"A 3DTDS system could provide a significant improvement in efficiency in many applications over graphene because of its 3D volume," Chen says. "Also, preparing large-size atomically thin single domain graphene films is still a challenge. It could be easier to fabricate graphene-type devices for a wider range of applications from 3DTDS systems."

In addition, Chen says, a 3DTDS system also opens the door to other novel physical properties, such as giant diamagnetism that diverges when energy approaches the 3D Dirac point, quantum magnetoresistance in the bulk, unique Landau level structures under strong magnetic fields, and oscillating quantum spin Hall effects. All of these novel properties can be a boon for future electronic technologies. Future 3DTDS systems can also serve as an ideal platform for applications in spintronics. -- Source: Lawrence Berkeley Laboratory

Z. K. Liu, B. Zhou, Y. Zhang, Z. J. Wang, H. M. Weng, D. Prabhakaran, S.-K. Mo, Z. X. Shen, Z. Fang, X. Dai, Z. Hussain, Y. L. Chen. Discovery of a Three-Dimensional Topological Dirac Semimetal, Na3Bi. Science, 2014 DOI: 10.1126/science.124508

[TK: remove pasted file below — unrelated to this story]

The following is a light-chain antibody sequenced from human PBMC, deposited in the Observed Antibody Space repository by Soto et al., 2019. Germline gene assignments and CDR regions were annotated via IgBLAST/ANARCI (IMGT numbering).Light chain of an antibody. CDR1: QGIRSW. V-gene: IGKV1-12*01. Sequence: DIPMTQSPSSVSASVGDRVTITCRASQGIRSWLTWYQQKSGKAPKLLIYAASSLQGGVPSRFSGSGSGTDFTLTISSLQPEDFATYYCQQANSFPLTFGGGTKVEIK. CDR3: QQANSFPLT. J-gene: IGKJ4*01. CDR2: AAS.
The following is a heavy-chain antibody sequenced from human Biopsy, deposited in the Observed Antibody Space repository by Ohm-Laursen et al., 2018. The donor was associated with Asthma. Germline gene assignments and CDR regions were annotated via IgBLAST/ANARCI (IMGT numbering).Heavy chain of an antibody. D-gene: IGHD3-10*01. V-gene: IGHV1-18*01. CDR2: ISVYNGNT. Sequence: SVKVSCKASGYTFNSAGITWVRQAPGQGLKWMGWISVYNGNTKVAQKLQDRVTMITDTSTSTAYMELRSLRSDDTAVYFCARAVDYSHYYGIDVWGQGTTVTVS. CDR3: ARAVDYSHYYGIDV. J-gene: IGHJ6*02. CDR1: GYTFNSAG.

ORIGINAL:Science World Report
Jan 19, 2014

martes, 28 de enero de 2014

How to Change Education - from the ground up

World-renowned educationalist Sir Ken Robinson delivers the long-awaited follow-up to his now legendary Changing Education Paradigms talk.

He addresses the fundamental economic, cultural, social and personal purposes of education, and argues that education should be personalised to every student's talent, passion, and learning styles, and that creativity should be embedded in the culture of every single school.

Chair: Matthew Taylor, RSA chief executive.

Supported by Samsung Mobile

01 Jul 2013